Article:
Starting Wednesday, the public will hear what has been happening behind closed doors on Capitol Hill for weeks as witnesses tell lawmakers what they know about the Trump administration’s dealings with Ukraine.
What is being investigated? Who is testifying? And where can you watch? Here’s everything you need to know:
Where to watch?
What is being investigated?
At the heart of the impeachment probe is the question of whether Trump acted improperly in attempting to enter a quid pro quo with Ukraine.
The inquiry centres around a July 25 phone call between the leaders.
On the call, Trump asked Ukrainian President Volodymyr Zelenskiy to “look into” former vice-president and political rival Joe Biden’s son Hunter and his work on the board of Burisma, a Ukrainian energy company.
Trump allegedly froze nearly $400 million in military aid for Ukraine — prompting speculation he was using the money as leverage for information on the Bidens.
Trump has denied that charge, but acknowledged that he had blocked the funds, which were later released.
He has called the probe a “witch hunt” and a “sham.”
What to watch out for
Here’s what Democratic lawmakers are expected to ask about:
1. Did Trump request that Ukraine initiate investigations for his own personal political interests, including one into Joe Biden.
2. Did Trump — directly or through agents — seek to use the power of the Office of the President and other instruments of the federal government in other ways to apply pressure on Ukraine to advance his own personal political interests?
3. Did Trump and his administration seek to obstruct, suppress or cover up information to conceal from Congress and the American public evidence about the president’s actions and conduct?
Who is scheduled to testify and how will it work?
This week, the public will hear from three U.S. diplomats. Each have already provided testimony behind closed doors to House investigators.
According to a memorandum released on Tuesday, House Intelligence Committee Chairman Adam Schiff, who is leading the investigation and Rep. Devin Nunes of California, the panel’s top Republican, will each be have the opportunity to question witnesses for 45 minutes at a time.
Ranking members on the committee will each be given five minutes to question the witnesses.
Here’s who will testify this week:
Bill Taylor, a longtime U.S. diplomat and charge d’affaires in Ukraine will be the first to testify on Wednesday.
Taylor told lawmakers in private that Trump held back nearly $400 million in military aid from Ukraine until the country agreed to investigate the Biden family, corroborating the quid pro quo allegation at the centre of the inquiry.
Taylor expressed concern about the withheld aid, saying it was his “clear understanding” that financial support would not come until Ukraine’s president committed to pursuing the investigation.
George Kent the deputy Assistant Secretary in the European and Eurasian Bureau will also testify on Wednesday.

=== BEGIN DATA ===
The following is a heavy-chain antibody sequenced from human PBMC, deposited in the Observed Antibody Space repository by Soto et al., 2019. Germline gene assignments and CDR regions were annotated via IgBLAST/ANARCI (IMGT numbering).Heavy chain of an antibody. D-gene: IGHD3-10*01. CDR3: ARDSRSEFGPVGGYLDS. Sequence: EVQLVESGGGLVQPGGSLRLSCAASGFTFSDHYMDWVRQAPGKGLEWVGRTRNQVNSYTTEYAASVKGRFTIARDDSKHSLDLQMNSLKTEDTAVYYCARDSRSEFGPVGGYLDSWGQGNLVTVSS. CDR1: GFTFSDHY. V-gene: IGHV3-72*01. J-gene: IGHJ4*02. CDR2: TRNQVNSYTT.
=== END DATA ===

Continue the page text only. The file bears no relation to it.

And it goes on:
He told lawmakers during his closed-door testimony that he was alarmed by the efforts of Trump’s personal attorney Rudy Giuliani and others to pressure Ukraine to accede to Trump’s demands.
On Friday, the public will hear from former U.S. ambassador to Ukraine, Marie Yovanovitch.
During her testimony, she told House investigators she had come under attack by Giuliani and was removed from her post based on “unfounded and false claims.”
Giuliani accused Yovanovitch of blocking efforts to convince Ukraine to investigate the Bidens and suggested she was biased against Trump.
Yovanovitch expressed alarm over damage to diplomacy under Trump and warned about “private interests” circumventing “professional diplomats for their own gain, not the public good.”
Who else could testify?
On Saturday, Republicans released a list of eight witnesses they believe should testify in the public hearings.
Included on the list were Hunter Biden and Devon Archer, a businessman who also served on the Burisma board.
The Republicans are also seeking testimony from the whistleblower.
Trump too, has shared a list of people he says should testify.
In a tweet posted Saturday, Trump recommended that Schiff, House Speaker Nancy Pelosi, Joe Biden, the whistleblower and the Inspector General be added to the list.
However, while Republicans are able to request witnesses, it is ultimately up to Schiff to approve them.
On Tuesday Schiff said additional witnesses for impeachment hearings would be announced later this week.
What’s at stake? Could Trump be removed from office?
Once these public hearings conclude, the House Intelligence Committee will summarize its findings in a report and send it to the House Judiciary Committee.
The House Judiciary Committee will then hold additional hearings — which Trump and his lawyers would be invited to attend.
After the hearings, the committee will decide whether to draft articles of impeachment against Trump. If articles of impeachment are developed, the U.S. House of Representatives will hold a vote. A simple majority is needed to impeach him.
If Trump is impeached by the House of Representatives, the process moves on to the Senate where a trial and vote would be held to convict and remove him from office.
It would take a two-thirds majority vote to oust Trump, something experts say is not likely to happen in the Republican-held Senate.
—With files from Global News’ Rachael D’Amore, The Associated Press and Reuters